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The McMenamin brothers proved that Portlanders will go just about anyplace for a burger and a beer, opening pubs in somewhat unconventional locations like, say, an elementary school, the county poor house, even a funeral home.
Relish Gastropub, located in the former Wilhelm's funeral home building. It had been converted into a now-closed music club before being bought by Marla and Akhil Kapoor, who wanted to open a neighborhood-friendly, reasonably-priced place to serve fresh, local and seasonal cuisine (like their sturgeon-mussel stew, above*). A recent stop at their bar featured a surprisingly extensive and well-curated tap list, a wide selection of wines by the glass and a tempting range of cocktails. Dining rooms are intimate, and happy hour had several small plates that were promising. Be sure to ask to see the elevator they're using to haul the kegs up from storage, which used to be the casket elevator.
Details: Relish Gastropub, 6637 SE Milwaukie Ave. 503-208-3442.
* Photo of Relish sturgeon-mussel stew from their blog.
Friday, March 01, 2013
Say that one day, someone bursts into the room and says, "You have to watch this!" and introduces you to the amazing geometric world of Vi Hart. You start with the one where she introduces the concept of the Hexaflexagon, and pretty soon it's two hours later and you've just spent most of the afternoon that was scheduled for working on a project that's due at the end of the day.
I mean, we've all been sucked into the black hole that is YouTube and its endless loops of cute cats, ever-young rockers and crazy cartoons, but Vi and her quick, clipped and just-so-smart videos, like Lay's potato chips, are too appealing to stop at just one.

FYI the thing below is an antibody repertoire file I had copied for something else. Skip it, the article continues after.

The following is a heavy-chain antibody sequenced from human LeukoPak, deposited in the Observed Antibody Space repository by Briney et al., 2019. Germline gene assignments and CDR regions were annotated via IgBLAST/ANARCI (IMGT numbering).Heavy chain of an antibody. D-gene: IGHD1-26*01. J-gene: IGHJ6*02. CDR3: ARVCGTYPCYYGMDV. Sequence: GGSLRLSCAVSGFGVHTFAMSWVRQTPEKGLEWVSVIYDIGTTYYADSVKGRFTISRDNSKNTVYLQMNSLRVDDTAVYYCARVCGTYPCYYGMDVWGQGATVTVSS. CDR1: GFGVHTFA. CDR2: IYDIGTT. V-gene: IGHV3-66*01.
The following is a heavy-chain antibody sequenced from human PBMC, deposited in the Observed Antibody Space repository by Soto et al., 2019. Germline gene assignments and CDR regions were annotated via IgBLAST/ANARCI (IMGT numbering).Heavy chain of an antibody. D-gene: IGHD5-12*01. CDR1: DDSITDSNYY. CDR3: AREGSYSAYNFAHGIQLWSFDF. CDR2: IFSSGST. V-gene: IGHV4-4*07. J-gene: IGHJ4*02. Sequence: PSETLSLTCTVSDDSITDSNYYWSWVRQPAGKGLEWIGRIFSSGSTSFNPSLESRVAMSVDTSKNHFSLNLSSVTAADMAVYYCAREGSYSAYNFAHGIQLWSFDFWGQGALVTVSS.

So I'm passing this on to you in the hopes that you'll understand my situation and maybe call my client and please beg them to understand why this project might be just a teensy bit late. I've got another video cued up…I just discovered her Mathematical Food videos.
I was standing in front of the meat case at my local grocer and felt my pocket buzzing. Taking out my phone, I was greeted with a text from a friend who'd shared the photo above. She'd just come home and found the pair waiting on her porch, looking like they were dancing a reel.
It startled the butcher who was helping me when I let out a whoop of delight, then got a "That's awesome!" when I showed him the photo. Nothing better than that.
It's kind of like that British series that played here in the 80s called Good Neighbors. An English couple…well, the husband, actually…turns 40 and decides he and his wife need to become self-sufficient on their little walk-up in Surbiton.
Mom and kid.
My friends, who stopped short of their Brit-com counterparts in that they don't try to make their own clothes or generate their own electricity from animal waste, rented the as-yet-undeveloped pasture behind their Happy Valley home—which is surrounded by 9,000-square-foot McMansions—for their dozen or so chickens, a flock of sheep and some newly acquired Nigerian Dwarf goats.
Talk about DIY city living. And I get to visit and play with the animals. I call that awesome!